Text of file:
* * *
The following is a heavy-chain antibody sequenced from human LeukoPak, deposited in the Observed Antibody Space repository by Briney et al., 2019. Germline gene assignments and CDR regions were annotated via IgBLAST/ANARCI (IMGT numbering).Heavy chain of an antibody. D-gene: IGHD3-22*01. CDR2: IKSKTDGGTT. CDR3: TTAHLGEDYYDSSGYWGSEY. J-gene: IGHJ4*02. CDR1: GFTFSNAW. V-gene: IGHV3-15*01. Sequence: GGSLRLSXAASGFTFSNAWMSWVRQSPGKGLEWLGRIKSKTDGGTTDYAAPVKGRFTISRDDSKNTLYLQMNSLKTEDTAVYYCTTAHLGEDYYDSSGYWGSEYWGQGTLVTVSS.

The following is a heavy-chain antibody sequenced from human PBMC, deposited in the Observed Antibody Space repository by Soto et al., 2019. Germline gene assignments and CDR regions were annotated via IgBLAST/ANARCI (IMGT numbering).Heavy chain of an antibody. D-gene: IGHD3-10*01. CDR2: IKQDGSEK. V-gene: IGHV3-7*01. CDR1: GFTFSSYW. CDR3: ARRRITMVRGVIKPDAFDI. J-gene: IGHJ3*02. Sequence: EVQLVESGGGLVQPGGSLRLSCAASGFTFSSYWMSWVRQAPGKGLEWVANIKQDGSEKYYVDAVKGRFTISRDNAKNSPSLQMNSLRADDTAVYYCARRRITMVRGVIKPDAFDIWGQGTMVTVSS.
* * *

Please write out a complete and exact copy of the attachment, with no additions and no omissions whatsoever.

The following is a heavy-chain antibody sequenced from human LeukoPak, deposited in the Observed Antibody Space repository by Briney et al., 2019. Germline gene assignments and CDR regions were annotated via IgBLAST/ANARCI (IMGT numbering).Heavy chain of an antibody. D-gene: IGHD3-22*01. CDR2: IKSKTDGGTT. CDR3: TTAHLGEDYYDSSGYWGSEY. J-gene: IGHJ4*02. CDR1: GFTFSNAW. V-gene: IGHV3-15*01. Sequence: GGSLRLSXAASGFTFSNAWMSWVRQSPGKGLEWLGRIKSKTDGGTTDYAAPVKGRFTISRDDSKNTLYLQMNSLKTEDTAVYYCTTAHLGEDYYDSSGYWGSEYWGQGTLVTVSS.

The following is a heavy-chain antibody sequenced from human PBMC, deposited in the Observed Antibody Space repository by Soto et al., 2019. Germline gene assignments and CDR regions were annotated via IgBLAST/ANARCI (IMGT numbering).Heavy chain of an antibody. D-gene: IGHD3-10*01. CDR2: IKQDGSEK. V-gene: IGHV3-7*01. CDR1: GFTFSSYW. CDR3: ARRRITMVRGVIKPDAFDI. J-gene: IGHJ3*02. Sequence: EVQLVESGGGLVQPGGSLRLSCAASGFTFSSYWMSWVRQAPGKGLEWVANIKQDGSEKYYVDAVKGRFTISRDNAKNSPSLQMNSLRADDTAVYYCARRRITMVRGVIKPDAFDIWGQGTMVTVSS.